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The Seige of Fatima

Our seminary is part of a large Catholic mission station that has been present since at least the 1970’s.  We provide schooling and health services to the local community.  The Catholic Church leases the land from the PNG government, which in turn is leasing the land from 4 tribes who consider the property to be their traditional lands.  I understand that the land was originally unused swampland that the Church drained and made useable.  One of these tribes, the smallest in fact, claims that the government has never properly compensated them for the land.  They claim that the government owes them 12 million kina (=$ 4.5 million).  At the beginning of our first semester here this tribe temporally blocked the road to Fatima with trees as a way of pressuring the government to honor their claim.

On February 3, the elementary, primary, secondary, and technical schools at Fatima were supposed to begin the 2014 school year.  However, during the night before, the disgruntled tribe dug a ditch across the only road going to Fatima and put up a secondary barricade of fallen wood.  No vehicles have gone into or out of Fatima since.

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The secondary blockade. It keeps vehicles from driving through the forest pathway.

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The ditch at the entrance to Fatima. We used to have a good road!

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Close-up of ditch, part 1.

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Close up of ditch, part 2.

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The view of the blockade from the main road. During the day, the tribe hangs a sign over their ditch that reads “Fatima is closed until land compensation is paid.”

I have very negative feelings about this road block.  On one hand, I am angry with the blockers for how lazy they are.  Instead of blocking the road with a barricade that they themselves man, they dug a trench across the road.  I have twice walked by the roadblock and found no one maintaining it at all!  Secondly, I feel that this tribe is keeping the Catholic mission hostage in order to get money which, although they may be legally entitled to some of it, will be wasted.  Compensation money given to a group is almost always divided between the individuals who then splurge.  The idea of using it for the betterment of the community, say, by giving Fatima a decent library or computer lab, is quite counter-cultural.  Large sums of money are like a freshly butchered pig, you divide it up among your neighbors and spend it while it is fresh!   Third, this tribe wants compensation for the fact that the Church is using its land for schools and medical services, which seems rather ungrateful to me.  It’s almost like they want the Church to pay them for receiving the Church’s charity.  Fourth, when the police or the other tribes threatened to clear the roadblock, the blockers threatened to destroy the school buildings at Fatima in retaliation.  To me this smacks of bullying.  I was always taught to stand up to a bully.  Fifth, I’ve been frustrated at being unable to do anything about this block.  I do not speak the local language and I am in no position to take part in the leadership meetings.  Thus, I’ve had to make do with deciphering often conflicting reports about the situation.

It seems that matters will come to a climax tomorrow.  The bishop has said that he will close Fatima if the blockade is not removed by Monday evening.  The teachers and health workers will be relocated to other Catholic stations.  Only the priests working at the parish and the seminary will remain.  The police have thrice told the people to end the blockade.  Supposedly they will make arrests and clear it by force tomorrow.  There is some money in the land office, (though not the full amount) but it is said that it will take at least a month to process the various claims.  The government says that the tribe must show its good faith by removing the blockade before any moneys will be given.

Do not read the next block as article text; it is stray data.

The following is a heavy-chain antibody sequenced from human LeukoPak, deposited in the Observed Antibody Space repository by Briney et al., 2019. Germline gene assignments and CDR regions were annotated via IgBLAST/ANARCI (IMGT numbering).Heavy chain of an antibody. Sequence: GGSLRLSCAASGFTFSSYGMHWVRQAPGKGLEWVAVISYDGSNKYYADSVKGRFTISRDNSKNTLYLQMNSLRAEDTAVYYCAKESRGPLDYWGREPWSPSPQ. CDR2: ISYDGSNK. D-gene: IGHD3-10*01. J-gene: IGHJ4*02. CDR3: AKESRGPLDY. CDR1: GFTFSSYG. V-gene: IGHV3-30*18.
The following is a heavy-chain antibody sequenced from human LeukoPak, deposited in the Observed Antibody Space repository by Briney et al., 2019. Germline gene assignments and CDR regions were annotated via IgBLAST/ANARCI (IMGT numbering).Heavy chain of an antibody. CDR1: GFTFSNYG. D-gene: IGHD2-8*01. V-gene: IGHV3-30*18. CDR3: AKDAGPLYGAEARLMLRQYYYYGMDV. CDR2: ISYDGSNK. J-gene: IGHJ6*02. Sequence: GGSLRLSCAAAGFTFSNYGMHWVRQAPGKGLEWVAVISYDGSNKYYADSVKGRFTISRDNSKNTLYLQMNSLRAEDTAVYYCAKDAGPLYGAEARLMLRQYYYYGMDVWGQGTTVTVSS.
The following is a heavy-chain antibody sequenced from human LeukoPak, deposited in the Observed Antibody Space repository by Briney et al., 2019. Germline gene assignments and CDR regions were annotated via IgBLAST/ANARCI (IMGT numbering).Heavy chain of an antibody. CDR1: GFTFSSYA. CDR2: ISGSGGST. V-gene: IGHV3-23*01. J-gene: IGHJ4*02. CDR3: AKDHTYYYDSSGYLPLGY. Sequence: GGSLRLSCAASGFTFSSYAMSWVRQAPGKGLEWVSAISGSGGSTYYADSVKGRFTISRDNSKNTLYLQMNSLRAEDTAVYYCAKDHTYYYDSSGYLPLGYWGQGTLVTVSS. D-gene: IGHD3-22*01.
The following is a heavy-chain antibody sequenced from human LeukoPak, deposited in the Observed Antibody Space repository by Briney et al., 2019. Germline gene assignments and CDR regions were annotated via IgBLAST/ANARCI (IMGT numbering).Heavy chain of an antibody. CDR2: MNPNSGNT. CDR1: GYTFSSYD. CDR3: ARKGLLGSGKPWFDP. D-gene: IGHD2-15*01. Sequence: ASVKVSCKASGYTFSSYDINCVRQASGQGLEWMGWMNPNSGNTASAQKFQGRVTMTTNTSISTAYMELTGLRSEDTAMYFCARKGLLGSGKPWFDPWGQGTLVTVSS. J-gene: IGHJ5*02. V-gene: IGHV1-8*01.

My rector told me that the Church is trying to avoid violence at all costs.  He claims that if the priests or the bishop were to try to rally the local people to remove the barricade, it would inevitably turn violent.  PNG highlanders do not express anger constructively; they tend to reach for rocks and bush knives.  Everyone else is frustrated that this small tribe is causing so much trouble.  So if a fight broke out the other tribes would probably simply eradicate the small tribe by driving them from their homes and burning their property.  The small tribe’s threat to burn down Fatima if their blockade is cleared away is probably empty, since the other tribes would retaliate by wiping them out – possibly even bringing in armed fighters from Mt. Hagen to do so.  So it may practically be best to appease the small tribe rather than let it be destroyed, but it’s a frustrating that this small tribe seems to be using the Catholic Church to shield it from the typical consequences of its bullying, especially when the Church itself is the one that it is bullying!  And it’s sad that there are not better options.

So please pray for a lasting and peaceful resolution for the problem.  What is really needed is a conversion of the people’s hearts away from violence and the love of money . . .

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2 Comments

  1. dave and mary allen says:

    So sorry that this is happening. I guess the idea of entitlement is not limited but seems to be universal. “All have sin” I’ll be praying for resolution that is guided by Godly wisdom.

    Like

  2. […] Unfortunately, the second week of February also saw the start of the apparently now biannual road block. […]

    Like

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